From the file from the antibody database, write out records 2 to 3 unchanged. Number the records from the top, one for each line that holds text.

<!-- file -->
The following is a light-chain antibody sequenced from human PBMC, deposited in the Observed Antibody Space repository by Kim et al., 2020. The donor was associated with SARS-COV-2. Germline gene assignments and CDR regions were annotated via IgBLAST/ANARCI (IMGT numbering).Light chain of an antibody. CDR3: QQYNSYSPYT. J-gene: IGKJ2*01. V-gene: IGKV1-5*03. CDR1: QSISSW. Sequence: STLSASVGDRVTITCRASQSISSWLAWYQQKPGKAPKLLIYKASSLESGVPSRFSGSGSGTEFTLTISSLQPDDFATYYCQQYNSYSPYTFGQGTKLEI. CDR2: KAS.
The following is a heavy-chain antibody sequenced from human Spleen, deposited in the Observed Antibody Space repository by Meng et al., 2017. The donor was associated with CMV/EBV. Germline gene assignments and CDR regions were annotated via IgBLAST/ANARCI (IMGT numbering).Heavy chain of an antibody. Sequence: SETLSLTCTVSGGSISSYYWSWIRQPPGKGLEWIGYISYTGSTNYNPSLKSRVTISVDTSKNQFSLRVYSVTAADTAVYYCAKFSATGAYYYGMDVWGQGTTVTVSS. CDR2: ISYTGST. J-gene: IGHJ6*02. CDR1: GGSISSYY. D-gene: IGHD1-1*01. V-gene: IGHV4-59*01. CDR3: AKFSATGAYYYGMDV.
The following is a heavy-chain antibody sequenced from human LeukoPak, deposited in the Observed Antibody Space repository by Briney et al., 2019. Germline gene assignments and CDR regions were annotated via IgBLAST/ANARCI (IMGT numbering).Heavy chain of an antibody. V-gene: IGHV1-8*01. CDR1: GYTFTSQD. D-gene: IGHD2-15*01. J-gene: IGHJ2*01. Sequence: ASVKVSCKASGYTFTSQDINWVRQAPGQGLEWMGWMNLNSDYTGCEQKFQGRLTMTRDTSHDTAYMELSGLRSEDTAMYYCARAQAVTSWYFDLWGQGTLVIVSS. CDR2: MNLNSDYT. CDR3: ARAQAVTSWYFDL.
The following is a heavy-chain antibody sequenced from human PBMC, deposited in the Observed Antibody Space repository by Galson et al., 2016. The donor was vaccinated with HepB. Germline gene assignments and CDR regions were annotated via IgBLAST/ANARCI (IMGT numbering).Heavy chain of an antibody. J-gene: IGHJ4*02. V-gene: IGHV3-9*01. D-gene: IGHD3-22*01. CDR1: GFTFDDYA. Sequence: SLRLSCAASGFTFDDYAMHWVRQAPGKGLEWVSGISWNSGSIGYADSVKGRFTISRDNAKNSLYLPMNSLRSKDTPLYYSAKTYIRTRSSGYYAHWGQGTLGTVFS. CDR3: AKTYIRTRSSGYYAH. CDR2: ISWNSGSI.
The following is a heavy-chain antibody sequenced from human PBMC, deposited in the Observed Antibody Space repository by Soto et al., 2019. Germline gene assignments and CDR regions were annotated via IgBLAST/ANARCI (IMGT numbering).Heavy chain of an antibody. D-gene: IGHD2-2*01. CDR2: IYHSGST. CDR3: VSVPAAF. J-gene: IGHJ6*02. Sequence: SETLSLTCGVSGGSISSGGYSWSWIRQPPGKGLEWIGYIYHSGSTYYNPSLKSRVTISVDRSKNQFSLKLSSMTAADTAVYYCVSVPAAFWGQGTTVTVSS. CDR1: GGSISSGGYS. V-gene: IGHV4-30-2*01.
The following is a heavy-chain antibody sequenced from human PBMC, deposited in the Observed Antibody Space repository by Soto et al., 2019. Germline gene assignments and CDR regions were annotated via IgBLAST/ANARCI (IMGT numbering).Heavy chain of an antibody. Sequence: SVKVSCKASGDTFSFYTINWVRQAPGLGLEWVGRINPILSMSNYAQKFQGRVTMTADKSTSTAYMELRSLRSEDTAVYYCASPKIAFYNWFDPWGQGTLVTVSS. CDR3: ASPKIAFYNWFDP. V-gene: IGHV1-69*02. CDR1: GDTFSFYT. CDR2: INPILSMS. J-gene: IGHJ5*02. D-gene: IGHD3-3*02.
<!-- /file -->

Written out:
The following is a heavy-chain antibody sequenced from human Spleen, deposited in the Observed Antibody Space repository by Meng et al., 2017. The donor was associated with CMV/EBV. Germline gene assignments and CDR regions were annotated via IgBLAST/ANARCI (IMGT numbering).Heavy chain of an antibody. Sequence: SETLSLTCTVSGGSISSYYWSWIRQPPGKGLEWIGYISYTGSTNYNPSLKSRVTISVDTSKNQFSLRVYSVTAADTAVYYCAKFSATGAYYYGMDVWGQGTTVTVSS. CDR2: ISYTGST. J-gene: IGHJ6*02. CDR1: GGSISSYY. D-gene: IGHD1-1*01. V-gene: IGHV4-59*01. CDR3: AKFSATGAYYYGMDV.
The following is a heavy-chain antibody sequenced from human LeukoPak, deposited in the Observed Antibody Space repository by Briney et al., 2019. Germline gene assignments and CDR regions were annotated via IgBLAST/ANARCI (IMGT numbering).Heavy chain of an antibody. V-gene: IGHV1-8*01. CDR1: GYTFTSQD. D-gene: IGHD2-15*01. J-gene: IGHJ2*01. Sequence: ASVKVSCKASGYTFTSQDINWVRQAPGQGLEWMGWMNLNSDYTGCEQKFQGRLTMTRDTSHDTAYMELSGLRSEDTAMYYCARAQAVTSWYFDLWGQGTLVIVSS. CDR2: MNLNSDYT. CDR3: ARAQAVTSWYFDL.